Once you are all set with your coop, it's time to start thinking about getting some chickens! Not sure what breed is right for you? Check out Henderson's Breed Chart. This chart has some really amazing information that can really help you narrow down the types of chickens you may want. Once you make up your mind, you must decide where to buy your chickens. Some people prefer to buy started pullets or chickens that are already laying, but I really think it's worth it to raise them from chicks. There are tons of hatcheries that you can order chicks from, but there often is a minimum number of chicks than can be mailed, usually 15-20 depending on the time of the year. Although there are a couple of places that are willing to ship just a few chicks (My Pet Chicken is one of these). You can find hatcheries just through a simple google search. Another great option is checking to see if there is a local hatchery nearby or if a feed store will be selling chicks in the spring. Most people are looking to buy sexed chicks, sometimes labeled as pullets. Don't buy straight run if you don't want to deal with the possibility of getting roosters.

Our Brooder Setup

Definitely buy your supplies for chicks ahead of time and decide where you will keep them. A brooder is a place to raise chicks until they are old enough to go into the coop. Many people use something as simple as a rubbermaid bin with a screen cover, with a heat lamp over it. Some people use a kiddie pool or build a brooder themselves. There are lots of brooder ideas on BYC's brooder page. You must also get feeders and waterers for the chicks, as well as chick feed for them. These items can be purchased at local feed stores or a Tractor Supply if you have one nearby.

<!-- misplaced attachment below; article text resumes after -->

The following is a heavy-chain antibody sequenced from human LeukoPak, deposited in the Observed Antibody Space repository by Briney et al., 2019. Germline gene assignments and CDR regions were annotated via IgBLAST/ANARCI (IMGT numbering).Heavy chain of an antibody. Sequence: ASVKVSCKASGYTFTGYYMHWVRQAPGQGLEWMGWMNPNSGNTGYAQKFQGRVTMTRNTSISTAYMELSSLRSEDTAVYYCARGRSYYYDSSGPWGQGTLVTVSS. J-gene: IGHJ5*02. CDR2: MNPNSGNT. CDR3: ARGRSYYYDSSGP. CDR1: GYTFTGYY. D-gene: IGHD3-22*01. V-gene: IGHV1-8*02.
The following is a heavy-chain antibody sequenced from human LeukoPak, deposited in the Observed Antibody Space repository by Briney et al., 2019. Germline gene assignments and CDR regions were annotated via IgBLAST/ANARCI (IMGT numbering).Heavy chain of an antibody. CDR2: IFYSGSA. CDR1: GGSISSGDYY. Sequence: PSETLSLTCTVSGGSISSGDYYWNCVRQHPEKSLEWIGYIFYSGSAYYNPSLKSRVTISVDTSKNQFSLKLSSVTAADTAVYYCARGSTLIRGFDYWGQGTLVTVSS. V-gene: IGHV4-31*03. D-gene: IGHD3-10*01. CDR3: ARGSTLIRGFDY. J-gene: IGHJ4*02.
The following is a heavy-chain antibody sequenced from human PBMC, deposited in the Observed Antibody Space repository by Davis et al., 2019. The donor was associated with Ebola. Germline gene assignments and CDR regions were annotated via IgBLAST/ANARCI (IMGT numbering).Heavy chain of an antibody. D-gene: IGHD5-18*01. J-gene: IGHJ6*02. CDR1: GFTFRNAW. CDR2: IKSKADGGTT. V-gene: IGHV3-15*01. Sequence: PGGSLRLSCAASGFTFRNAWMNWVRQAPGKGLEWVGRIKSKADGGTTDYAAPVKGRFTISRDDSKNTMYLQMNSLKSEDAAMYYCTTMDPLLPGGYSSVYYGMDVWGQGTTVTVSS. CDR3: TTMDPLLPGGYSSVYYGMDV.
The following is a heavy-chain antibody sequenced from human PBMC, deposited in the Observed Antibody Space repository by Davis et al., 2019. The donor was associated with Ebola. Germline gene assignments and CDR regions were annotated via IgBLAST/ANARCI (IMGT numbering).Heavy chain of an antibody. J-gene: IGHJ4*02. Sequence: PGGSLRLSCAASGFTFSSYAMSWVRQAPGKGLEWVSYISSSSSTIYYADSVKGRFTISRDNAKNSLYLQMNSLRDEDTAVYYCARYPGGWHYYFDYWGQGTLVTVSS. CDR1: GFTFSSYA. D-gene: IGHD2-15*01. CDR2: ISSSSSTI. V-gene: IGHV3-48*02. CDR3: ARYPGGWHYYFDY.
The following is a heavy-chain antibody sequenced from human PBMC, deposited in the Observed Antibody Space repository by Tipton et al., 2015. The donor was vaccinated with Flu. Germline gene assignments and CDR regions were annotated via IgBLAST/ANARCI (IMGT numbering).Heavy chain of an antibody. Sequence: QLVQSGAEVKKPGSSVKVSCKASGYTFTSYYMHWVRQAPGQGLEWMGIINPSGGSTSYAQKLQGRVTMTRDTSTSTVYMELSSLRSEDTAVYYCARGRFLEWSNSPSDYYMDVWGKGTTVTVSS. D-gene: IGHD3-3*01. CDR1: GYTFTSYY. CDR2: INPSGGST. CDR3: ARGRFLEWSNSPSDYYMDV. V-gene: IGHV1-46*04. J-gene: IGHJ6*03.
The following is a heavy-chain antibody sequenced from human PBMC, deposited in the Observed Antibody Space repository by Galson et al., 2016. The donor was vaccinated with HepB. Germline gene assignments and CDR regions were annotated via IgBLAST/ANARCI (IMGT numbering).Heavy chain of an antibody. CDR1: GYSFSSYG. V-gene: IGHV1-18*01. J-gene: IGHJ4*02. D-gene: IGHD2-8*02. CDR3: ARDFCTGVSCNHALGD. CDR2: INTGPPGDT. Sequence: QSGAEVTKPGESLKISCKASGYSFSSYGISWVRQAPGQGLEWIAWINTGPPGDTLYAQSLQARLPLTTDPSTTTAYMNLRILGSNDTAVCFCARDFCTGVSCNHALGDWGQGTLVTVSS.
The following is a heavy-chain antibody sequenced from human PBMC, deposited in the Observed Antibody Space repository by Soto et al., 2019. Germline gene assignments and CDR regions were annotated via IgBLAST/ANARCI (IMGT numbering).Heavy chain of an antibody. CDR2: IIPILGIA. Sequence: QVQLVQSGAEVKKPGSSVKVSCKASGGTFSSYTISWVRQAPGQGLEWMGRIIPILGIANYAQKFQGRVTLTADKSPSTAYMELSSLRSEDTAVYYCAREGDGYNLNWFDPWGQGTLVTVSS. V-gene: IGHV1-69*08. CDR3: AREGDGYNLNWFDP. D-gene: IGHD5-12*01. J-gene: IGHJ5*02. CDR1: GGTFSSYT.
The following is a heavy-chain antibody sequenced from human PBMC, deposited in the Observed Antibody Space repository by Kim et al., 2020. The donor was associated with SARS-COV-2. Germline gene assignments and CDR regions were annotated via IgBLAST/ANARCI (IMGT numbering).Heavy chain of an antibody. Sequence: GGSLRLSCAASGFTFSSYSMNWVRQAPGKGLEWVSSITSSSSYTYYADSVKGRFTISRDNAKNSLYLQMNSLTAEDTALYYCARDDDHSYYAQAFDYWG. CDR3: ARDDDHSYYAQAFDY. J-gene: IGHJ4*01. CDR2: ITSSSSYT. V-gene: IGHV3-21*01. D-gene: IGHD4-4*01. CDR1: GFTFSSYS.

The biggest piece of advice I can give is to read, read, read! Learn lots about caring for chickens so you aren't overwhelmed once you have them. There is so much information online as well as many books. Some websites with great information are Fresh Eggs Daily and Backyard Chicken.

Raising your own chickens from chicks is very exciting! It may seem like a long wait until they start laying, but it is amazing to experience all the different stages as they grow up. And if you have children, this is an unforgettable experience for them. By raising them yourself, as opposed to buying started pullets or chickens already laying, is you can really socialize them! Our chickens love attention and are incredibly friendly. We have handled them daily ever since they were chicks, and you can tell that they enjoy human contact. 

Collecting eggs from your own chickens is incredibly rewarding! Eggs are one of the healthiest foods, and the taste of fresh eggs from your own chickens cannot be matched by old grocery store eggs. But just so you can't say I didn't warn you, there is a downside to raising chickens. It often times leads to an addiction... of wanting more & more chickens!